Review of the reviews

Imperial Treasure, London SW1

Did the chefs at Imperial Treasure recognise Jay Rayner when he visited for The Observer? They chased him to the toilet, so one presumes so. Why then, did they take away his Peking duck (for which he paid a “nose-bleeding… shameless” £100) half-eaten? Astonishing. It tainted the rest of his meal, and his review.

Imperial Treasure is a palace of “conspicuous consumption”, a “huge marbled space just off Pall Mall, with ceilings so high they are hidden in the shadows” and “battalions of heel-clicking waiters”. The food is “merely adequate”, however, especially given the prices – over £370 for five people with just one glass of wine each.

This “swaggering, self-important London debut is not fabulous. It’s ill-judged and ill-timed. Most of all it’s a waste of a nice duck.”


The Fordwich Arms, Kent

Marina O’Loughlin in The Sunday Times visited the newest Kent hotspot The Fordwich Arms, which namechecks “Pavlovian-for-critics stimulus” The Clove Club in its heritage. It’s already received “a flurry of national reviews”.

She’s visited several times, watching the pub bed in, experiment and improve, “as invested as a stage mother “, and “it has always been relaxed, jolly, a place to come both with dogs for pints, or dates for the full eight courses, spendy wine and meaningful eye contact”.

Snacks are “seriously blissful” (potato crisps with cod’s roe are “like macarons for Poseidon”, and the duck liver parfait comes with “hot, fluffy doughnuts. I have nothing but unabashed, panting lust for this”). Even the “curious, wintry accompaniments” to the sea bass work together, and the bread is “like discovering a whole new set of taste receptors”.

“The Fordwich started out with soaring ambition and zero pretension, the cooking a big, open-hearted grin of a thing.” And then it was awarded a Michelin star… prices have risen, subtlety and simplicity have been lost. It’s still “breathtaking”, just not the same.


Beetroot Sauvage, Edinburgh

Grace Dent for The Guardian mostly chooses “cruelty-free” dishes on a menu, so Edinburgh’s new ‘vegan cafe and wellness centre’ is definitely her kind of place, even with the added “blurb about blissful energies, joyful eating and magical safe spaces” on the website.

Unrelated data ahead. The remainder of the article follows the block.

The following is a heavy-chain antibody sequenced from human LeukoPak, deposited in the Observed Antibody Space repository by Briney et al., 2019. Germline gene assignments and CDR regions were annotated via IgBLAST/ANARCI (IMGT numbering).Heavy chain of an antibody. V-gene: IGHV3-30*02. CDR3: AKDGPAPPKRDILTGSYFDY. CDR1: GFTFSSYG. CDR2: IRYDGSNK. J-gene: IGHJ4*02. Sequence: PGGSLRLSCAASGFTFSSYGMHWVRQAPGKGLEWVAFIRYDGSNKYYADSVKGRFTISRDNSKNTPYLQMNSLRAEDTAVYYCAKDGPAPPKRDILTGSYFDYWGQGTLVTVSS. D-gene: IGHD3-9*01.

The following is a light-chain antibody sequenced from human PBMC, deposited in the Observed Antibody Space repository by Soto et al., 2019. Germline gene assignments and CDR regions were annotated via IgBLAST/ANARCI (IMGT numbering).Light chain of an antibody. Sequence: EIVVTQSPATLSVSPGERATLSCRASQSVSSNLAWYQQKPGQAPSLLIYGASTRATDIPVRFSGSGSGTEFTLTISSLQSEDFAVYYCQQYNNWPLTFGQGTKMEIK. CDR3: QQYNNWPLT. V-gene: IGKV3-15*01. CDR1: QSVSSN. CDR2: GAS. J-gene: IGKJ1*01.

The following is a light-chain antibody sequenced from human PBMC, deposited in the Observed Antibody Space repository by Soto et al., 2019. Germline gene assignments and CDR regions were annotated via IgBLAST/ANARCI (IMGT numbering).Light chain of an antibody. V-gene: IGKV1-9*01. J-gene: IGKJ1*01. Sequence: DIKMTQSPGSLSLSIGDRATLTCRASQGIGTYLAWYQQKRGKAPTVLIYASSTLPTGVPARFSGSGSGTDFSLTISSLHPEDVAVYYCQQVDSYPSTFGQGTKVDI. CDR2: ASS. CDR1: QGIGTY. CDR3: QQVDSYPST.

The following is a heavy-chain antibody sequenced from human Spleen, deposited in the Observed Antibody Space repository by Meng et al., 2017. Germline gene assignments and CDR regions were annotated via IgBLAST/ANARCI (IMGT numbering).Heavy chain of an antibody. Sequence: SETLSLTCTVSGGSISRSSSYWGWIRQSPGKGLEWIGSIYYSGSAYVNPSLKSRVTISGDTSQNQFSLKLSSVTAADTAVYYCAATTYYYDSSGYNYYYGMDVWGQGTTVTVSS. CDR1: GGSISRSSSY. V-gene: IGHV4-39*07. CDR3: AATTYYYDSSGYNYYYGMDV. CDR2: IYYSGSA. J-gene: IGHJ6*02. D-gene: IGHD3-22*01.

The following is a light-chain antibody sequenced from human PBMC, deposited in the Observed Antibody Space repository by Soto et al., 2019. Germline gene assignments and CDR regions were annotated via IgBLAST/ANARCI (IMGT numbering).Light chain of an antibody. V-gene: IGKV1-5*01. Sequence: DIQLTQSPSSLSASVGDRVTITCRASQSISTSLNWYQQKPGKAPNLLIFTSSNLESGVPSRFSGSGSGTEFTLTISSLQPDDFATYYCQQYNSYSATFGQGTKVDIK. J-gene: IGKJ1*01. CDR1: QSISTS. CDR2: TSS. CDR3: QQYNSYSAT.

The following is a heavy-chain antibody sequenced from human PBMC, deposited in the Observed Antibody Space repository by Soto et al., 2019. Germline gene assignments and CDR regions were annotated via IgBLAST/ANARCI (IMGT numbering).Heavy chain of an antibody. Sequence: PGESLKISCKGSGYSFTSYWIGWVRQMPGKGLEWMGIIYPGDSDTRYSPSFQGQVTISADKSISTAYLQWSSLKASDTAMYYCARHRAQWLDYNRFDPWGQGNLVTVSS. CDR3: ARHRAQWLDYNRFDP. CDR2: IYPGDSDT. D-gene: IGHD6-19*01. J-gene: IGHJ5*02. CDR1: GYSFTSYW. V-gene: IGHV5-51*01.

It’s “a boho-style cafe-restaurant, more shack than chic, serving a thoughtful, ever-changing vegan menu”; the lentil dish named ‘Dahling I’m home’ was “glorious”, and a vegan twist on French toast with banana and bacon was deemed “successful”. It’s certainly not the new veganism represented by Deliciously Ella and Farm Girl – “more Germaine Greer than Gwyneth Paltrow, but it has an enormous heart”. (21/30)

Grace Dent was also interviewed this week about her life as a restaurant critic.  


Lino, London EC1

Fay Maschler in The Evening Standard visited Lino for her first review of 2019, and was very pleased she’s not doing Veganuary, as there was only one dish on the whole menu (including puddings) that she could have eaten.

The cuisine and general principles (with an “aim to re-love, re-use and re-imagine”) pleased her enough to use the word ‘woke’: “healthy, evolved, carefully considered, woke food that looks for edge and emphasis in pickles, ferments, smoke and salt and virtue in the scrupulous husbandry of resources”. The location, however, is a “rather freaky spot” – a former “linoleum factory (obvs) adjacent to St Bartholomew’s Hospital” with “wasted space” and “marooned marble tables and sofas”. [‘Obvs’ too – has Fay been watching YouTube tutorials on ‘youthspeak’?]